Washington, DC, – Five years after implementing a national initiative to reduce methicillin resistant Staphylococcus aureus (MRSA) rates in Veterans Affairs (VA) medical centers, MRSA cases have continued to decline, according to a study in the November issue of the American Journal of Infection Control, the official publication of the Association for Professionals in Infection Control and Epidemiology (APIC).
The MRSA Prevention Initiative, implemented in 2007, resulted in significant decreases in both the transmission (colonization with the organism) of MRSA (17 percent for intensive care units [ICUs] and 21 percent for non-ICUs) and healthcare-associated infection (HAI) rates within the hospitals (62 percent for ICUs, 45 percent for non-ICUs). In the two-year period following the first wave of the initiative (data previously published[i]), both MRSA transmissions and HAIs continued to decrease in non-ICU settings (declining an additional 13.7 percent and 44.8 percent, respectively), while holding steady in ICUs.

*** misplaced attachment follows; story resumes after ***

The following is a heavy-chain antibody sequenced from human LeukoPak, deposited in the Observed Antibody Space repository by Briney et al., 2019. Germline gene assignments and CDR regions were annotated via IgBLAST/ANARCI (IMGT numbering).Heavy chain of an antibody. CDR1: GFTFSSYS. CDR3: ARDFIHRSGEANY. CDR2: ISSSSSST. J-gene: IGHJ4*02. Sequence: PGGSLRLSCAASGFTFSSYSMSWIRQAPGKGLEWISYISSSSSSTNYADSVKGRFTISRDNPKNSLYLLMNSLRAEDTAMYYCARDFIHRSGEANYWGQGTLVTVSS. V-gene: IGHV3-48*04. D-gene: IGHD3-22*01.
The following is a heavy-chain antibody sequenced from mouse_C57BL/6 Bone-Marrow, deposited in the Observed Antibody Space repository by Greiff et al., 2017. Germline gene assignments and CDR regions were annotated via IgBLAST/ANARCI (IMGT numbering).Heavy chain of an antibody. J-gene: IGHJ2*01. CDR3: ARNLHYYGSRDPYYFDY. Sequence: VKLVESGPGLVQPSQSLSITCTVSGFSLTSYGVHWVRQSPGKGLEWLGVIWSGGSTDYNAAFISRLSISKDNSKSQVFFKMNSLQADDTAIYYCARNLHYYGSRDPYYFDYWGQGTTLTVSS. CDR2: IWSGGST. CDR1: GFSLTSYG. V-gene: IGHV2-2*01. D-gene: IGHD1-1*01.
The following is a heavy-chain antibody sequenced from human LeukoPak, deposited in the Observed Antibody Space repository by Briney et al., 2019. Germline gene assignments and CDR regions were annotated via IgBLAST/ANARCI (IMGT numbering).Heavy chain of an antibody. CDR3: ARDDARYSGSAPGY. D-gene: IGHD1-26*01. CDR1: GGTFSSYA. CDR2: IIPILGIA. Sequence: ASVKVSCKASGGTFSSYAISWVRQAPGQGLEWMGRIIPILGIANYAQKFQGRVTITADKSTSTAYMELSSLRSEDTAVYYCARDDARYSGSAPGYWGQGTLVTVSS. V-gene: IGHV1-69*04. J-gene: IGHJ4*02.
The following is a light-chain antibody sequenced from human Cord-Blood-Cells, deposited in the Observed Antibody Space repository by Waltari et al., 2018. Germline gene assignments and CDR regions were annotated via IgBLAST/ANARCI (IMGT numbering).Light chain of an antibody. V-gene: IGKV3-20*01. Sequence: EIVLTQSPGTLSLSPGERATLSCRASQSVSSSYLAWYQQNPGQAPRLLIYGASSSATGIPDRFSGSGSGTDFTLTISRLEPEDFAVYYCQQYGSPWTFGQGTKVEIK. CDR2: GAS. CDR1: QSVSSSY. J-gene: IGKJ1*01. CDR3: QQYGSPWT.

The MRSA Prevention Initiative utilizes a bundled approach that includes screening every patient for MRSA, use of gowns and gloves when caring for patients colonized or infected with MRSA, hand hygiene, and an institutional culture change focusing on individual responsibility for infection control. It also created the new position of MRSA Prevention Coordinator at each medical center.
"The analysis…shows that over the ensuing 24 months, MRSA transmission and MRSA HAI rates continued to decrease nationwide," state the authors. "Detailed analysis showed that there were statistically significant declines in MRSA transmissions and MRSA HAIs in non-ICUs but not in the ICUs. The absence of statistically significant trends in the ICUs may be because MRSA transmission and MRSA HAI rates were low."
Methicillin-resistant Staphylococcus aureus (MRSA) is a bacterium that is resistant to many antibiotics and an important cause of illness and sometimes death. In medical facilities, MRSA causes life-threatening bloodstream infections, pneumonia and surgical site infections.